Much like b-money, Bit gold would remain confined to the annals of cryptography and the scheme would see no software implementation. We can safely assume though that someone somewhere was paying attention to these developments and would eventually be motivated enough to put it all together and achieve one of the cypherpunks ultimate goal.
Solving the Nakamoto puzzle
A decade following Dai’s original proposal, Satoshi Nakamoto released the Bitcoin whitepaper to the world. Whether or not Nakamoto arrived to this design on his own is up for debate but he remarkably succeeded in putting together every technological insights acquired before him in a way only the greatest inventors can.
The paper introduces a novel solution to the Byzantine Generals Problem by combining the concepts of signature thresholds inspired by quorum systems and the proof-of-work challenge required to introduce scarcity. The result has been referred to in Back et al.’s sidechains whitepaper as a dynamic membership multi-party signature (or DMMS).
In order to solve the double-spend problem, miners form an unidentifiable and unbounded set of signatories who use their vote to timestamp transactions into blocks and, in doing so, are rewarded with the opportunity of minting new coins and raking in transaction fees. Rather than relying on the knowledge of a private key associated to a signature, they exercise this vote by providing a proof-of-work derived from a hashing function.
Each vote is weighted in proportion to the amount of computational resources individual miners provide. The cumulative resources expended by miners on every blocks of transactions provide probabilistic guarantees about the consistency of the global ledger’s shared history.
Because the miners do not form an identifiable set, they cannot have discretion over the rules determining transaction validity. Therefore, Bitcoin’s rules must be determined at the start of its history, and new valid transaction forms cannot be added except with the agreement of every network participant. Enabling Blockchain Innovations with Pegged Sidechains, Back et al., 2014
This “consensus mechanism” is presented as a technical solution to the shortcomings of identity-based alternatives such as quorum systems. Nakamoto proposes a peer-to-peer system designed to “enforce” rules. It’s worth noting that the latter are never specified in the paper aside from the explicit objective of solving the double-spend problem. Neither are the terms of a potential protocol upgrade addressed.
As Nick Szabo observed early on, the implementation of Byzantine-resilient timestamping falls out of the scope of the constitutional arrangements agreed upon by all of the protocol users. Above all else, the integrity of the ledger is ultimately preserved by the ability for all of its participants to independently validate “whether each vote followed the rules.”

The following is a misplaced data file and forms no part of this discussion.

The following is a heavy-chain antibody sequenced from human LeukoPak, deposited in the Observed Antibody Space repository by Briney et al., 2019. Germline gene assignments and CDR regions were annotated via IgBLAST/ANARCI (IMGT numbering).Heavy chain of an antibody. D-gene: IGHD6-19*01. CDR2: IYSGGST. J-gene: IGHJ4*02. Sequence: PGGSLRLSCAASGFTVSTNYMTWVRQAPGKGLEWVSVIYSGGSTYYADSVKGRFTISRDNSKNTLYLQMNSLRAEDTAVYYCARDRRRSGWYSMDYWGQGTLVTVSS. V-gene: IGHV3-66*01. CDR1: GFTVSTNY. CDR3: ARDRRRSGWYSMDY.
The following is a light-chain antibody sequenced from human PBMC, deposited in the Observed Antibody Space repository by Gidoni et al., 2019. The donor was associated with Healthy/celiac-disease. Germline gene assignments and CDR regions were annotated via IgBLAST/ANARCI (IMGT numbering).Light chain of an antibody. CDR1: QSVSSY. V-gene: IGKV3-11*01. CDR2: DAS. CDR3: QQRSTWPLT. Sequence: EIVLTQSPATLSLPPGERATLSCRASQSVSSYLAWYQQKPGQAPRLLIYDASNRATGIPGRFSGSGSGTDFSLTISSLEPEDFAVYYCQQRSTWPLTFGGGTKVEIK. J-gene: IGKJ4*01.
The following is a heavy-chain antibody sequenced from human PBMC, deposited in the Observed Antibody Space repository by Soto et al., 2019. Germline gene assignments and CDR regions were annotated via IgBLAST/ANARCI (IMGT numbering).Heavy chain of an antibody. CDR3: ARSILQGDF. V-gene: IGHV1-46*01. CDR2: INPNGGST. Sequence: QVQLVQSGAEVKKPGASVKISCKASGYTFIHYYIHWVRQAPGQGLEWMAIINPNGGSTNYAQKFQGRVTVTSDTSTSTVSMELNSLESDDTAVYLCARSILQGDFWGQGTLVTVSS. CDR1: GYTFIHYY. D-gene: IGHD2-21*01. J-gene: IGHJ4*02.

Bitcoin is the first manifestation of a distributed cryptocurrency network with real value behind it. Accordingly, we have to live with the ever-increasing complexity of the system and the fluctuating dynamics that come with it. It should be expected that as the number of users of the system increase, interests start to diverge or compete and coordination becomes progressively difficult.
In an effort to drive development of the protocol forward we have historically designed different methods to cope with this issue. BIP 9 was one of those and one might argue that it is now revealing itself as an accidental misstep. While it provided an handy method to securely accelerate the introduction of upgrades for all users to benefit, it also had the unintended consequence of aggravating confusion over the responsibilities of miners.
With the help of a few power hungry activists, this inception has played out to its unfortunate, if not expected, conclusion: a handful of mining pool operators are now assuming the roles of guardians of protocol development. They are claiming a veto that will be yielded and misused as long as software upgrades are conditional on BIP 9 activation.
As such, soft forks rules are actually always enforced by the nodes, not the miners. Miners of course can opt-out by simply not including transactions that use the new soft fork feature, but they cannot produce blocks that are invalid to the soft fork. The P2SH soft fork is a good example of this, where non-upgraded miners would see P2SH as spendable without a signature and consider them valid. If such an transaction were to be included in a block, the block would be invalid and the miner would lose the block reward and fees. — Moving towards user activated soft fork activation, Shaolinfry, 2017
Considering this impasse, it is only right that Bitcoin users start exploring a new path forward. A proposal popularized under the acronym UASF (User Activated Soft Fork) promises to re-establish the balance of power between ecosystem participant. Inspired by basic principles of economic incentives and voluntary user upgrade, UASF underscores the important notion that any rule change, soft or hard, are ultimately enforced by network peers and the economy behind them. This concept is actually nothing new and is how the P2SH soft fork (BIP 16) was implemented. The more recent BIP 8 is an attempt to generalize this upgrade method.
It remains to be seen whether the system’s incentives are enough for conspiring actors to avoid standing in the way of protocol improvements. While one would hope that communication alone could solve this problem, previous attempts have been mired in controversy and too many bridges might have been burned already. If miners won’t align themselves behind the users’ interest, then the latter have a responsibility to stand up to them by enforcing rules so that obstructive miners are not rewarded for their work anymore. UASF gives them that chance.